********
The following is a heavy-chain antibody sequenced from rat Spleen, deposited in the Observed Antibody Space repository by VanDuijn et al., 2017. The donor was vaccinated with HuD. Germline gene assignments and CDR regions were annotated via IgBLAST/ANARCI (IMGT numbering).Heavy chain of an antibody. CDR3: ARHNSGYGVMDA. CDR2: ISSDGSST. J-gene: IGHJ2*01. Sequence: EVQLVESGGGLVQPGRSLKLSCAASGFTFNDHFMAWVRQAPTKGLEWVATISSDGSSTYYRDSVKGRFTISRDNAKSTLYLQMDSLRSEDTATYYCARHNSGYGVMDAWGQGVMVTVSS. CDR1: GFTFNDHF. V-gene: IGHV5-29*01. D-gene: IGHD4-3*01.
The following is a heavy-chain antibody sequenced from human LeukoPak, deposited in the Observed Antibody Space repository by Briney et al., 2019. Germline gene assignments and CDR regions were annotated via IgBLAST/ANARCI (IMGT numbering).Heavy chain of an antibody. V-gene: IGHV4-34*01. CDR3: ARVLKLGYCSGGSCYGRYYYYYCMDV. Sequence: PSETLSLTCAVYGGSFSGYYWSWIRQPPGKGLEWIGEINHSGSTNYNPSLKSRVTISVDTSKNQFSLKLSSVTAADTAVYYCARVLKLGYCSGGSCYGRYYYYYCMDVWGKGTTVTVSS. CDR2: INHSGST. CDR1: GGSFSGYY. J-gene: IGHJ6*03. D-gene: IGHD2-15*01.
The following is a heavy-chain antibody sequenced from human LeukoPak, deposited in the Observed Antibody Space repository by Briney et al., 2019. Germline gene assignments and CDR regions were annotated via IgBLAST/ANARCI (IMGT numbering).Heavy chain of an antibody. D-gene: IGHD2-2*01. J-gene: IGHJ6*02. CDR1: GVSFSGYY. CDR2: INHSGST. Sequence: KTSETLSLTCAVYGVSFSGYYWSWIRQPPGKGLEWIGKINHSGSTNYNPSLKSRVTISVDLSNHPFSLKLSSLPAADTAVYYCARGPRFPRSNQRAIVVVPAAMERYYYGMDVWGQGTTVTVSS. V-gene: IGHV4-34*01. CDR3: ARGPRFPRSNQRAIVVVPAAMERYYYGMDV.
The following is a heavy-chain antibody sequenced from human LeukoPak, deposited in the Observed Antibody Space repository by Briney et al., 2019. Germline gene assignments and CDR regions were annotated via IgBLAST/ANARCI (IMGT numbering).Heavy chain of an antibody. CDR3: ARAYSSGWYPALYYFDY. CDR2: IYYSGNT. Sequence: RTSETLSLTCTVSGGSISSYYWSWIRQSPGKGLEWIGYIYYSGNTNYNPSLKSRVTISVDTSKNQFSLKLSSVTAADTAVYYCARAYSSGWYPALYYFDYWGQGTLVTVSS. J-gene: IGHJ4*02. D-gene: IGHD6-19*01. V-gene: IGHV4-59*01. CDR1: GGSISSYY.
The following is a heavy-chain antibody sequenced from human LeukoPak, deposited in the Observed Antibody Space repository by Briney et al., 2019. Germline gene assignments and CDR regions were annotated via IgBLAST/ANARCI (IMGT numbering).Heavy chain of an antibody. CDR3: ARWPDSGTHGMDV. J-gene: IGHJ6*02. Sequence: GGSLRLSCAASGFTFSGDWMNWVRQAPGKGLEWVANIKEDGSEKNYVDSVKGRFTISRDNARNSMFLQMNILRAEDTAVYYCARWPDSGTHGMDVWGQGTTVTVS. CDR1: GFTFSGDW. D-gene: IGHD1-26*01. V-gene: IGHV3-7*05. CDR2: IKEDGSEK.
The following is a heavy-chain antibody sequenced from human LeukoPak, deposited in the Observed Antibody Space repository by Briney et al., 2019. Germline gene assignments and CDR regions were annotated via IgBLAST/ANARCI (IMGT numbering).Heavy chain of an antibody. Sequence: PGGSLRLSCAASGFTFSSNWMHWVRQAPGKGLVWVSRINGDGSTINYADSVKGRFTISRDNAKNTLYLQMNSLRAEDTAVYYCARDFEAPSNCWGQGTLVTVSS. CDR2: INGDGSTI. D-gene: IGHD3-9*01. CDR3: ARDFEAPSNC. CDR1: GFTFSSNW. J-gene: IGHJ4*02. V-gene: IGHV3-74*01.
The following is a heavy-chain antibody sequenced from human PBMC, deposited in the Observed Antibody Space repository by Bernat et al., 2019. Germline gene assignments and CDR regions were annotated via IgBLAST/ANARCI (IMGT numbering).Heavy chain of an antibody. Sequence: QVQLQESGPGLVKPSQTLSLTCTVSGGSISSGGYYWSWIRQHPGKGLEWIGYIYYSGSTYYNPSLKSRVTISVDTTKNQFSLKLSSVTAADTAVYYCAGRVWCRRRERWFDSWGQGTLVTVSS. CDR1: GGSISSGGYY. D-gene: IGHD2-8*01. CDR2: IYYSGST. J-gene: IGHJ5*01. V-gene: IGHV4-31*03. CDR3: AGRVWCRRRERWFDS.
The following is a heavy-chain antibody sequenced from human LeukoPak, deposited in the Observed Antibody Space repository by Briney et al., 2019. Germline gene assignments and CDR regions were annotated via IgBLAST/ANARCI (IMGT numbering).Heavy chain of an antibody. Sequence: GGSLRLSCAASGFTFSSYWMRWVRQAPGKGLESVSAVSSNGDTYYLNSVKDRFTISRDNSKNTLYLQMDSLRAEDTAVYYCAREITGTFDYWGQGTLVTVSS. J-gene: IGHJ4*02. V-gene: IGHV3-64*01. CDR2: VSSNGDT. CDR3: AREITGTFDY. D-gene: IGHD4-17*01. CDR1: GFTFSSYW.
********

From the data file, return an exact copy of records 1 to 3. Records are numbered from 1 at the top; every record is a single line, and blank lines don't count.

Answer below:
The following is a heavy-chain antibody sequenced from rat Spleen, deposited in the Observed Antibody Space repository by VanDuijn et al., 2017. The donor was vaccinated with HuD. Germline gene assignments and CDR regions were annotated via IgBLAST/ANARCI (IMGT numbering).Heavy chain of an antibody. CDR3: ARHNSGYGVMDA. CDR2: ISSDGSST. J-gene: IGHJ2*01. Sequence: EVQLVESGGGLVQPGRSLKLSCAASGFTFNDHFMAWVRQAPTKGLEWVATISSDGSSTYYRDSVKGRFTISRDNAKSTLYLQMDSLRSEDTATYYCARHNSGYGVMDAWGQGVMVTVSS. CDR1: GFTFNDHF. V-gene: IGHV5-29*01. D-gene: IGHD4-3*01.
The following is a heavy-chain antibody sequenced from human LeukoPak, deposited in the Observed Antibody Space repository by Briney et al., 2019. Germline gene assignments and CDR regions were annotated via IgBLAST/ANARCI (IMGT numbering).Heavy chain of an antibody. V-gene: IGHV4-34*01. CDR3: ARVLKLGYCSGGSCYGRYYYYYCMDV. Sequence: PSETLSLTCAVYGGSFSGYYWSWIRQPPGKGLEWIGEINHSGSTNYNPSLKSRVTISVDTSKNQFSLKLSSVTAADTAVYYCARVLKLGYCSGGSCYGRYYYYYCMDVWGKGTTVTVSS. CDR2: INHSGST. CDR1: GGSFSGYY. J-gene: IGHJ6*03. D-gene: IGHD2-15*01.
The following is a heavy-chain antibody sequenced from human LeukoPak, deposited in the Observed Antibody Space repository by Briney et al., 2019. Germline gene assignments and CDR regions were annotated via IgBLAST/ANARCI (IMGT numbering).Heavy chain of an antibody. D-gene: IGHD2-2*01. J-gene: IGHJ6*02. CDR1: GVSFSGYY. CDR2: INHSGST. Sequence: KTSETLSLTCAVYGVSFSGYYWSWIRQPPGKGLEWIGKINHSGSTNYNPSLKSRVTISVDLSNHPFSLKLSSLPAADTAVYYCARGPRFPRSNQRAIVVVPAAMERYYYGMDVWGQGTTVTVSS. V-gene: IGHV4-34*01. CDR3: ARGPRFPRSNQRAIVVVPAAMERYYYGMDV.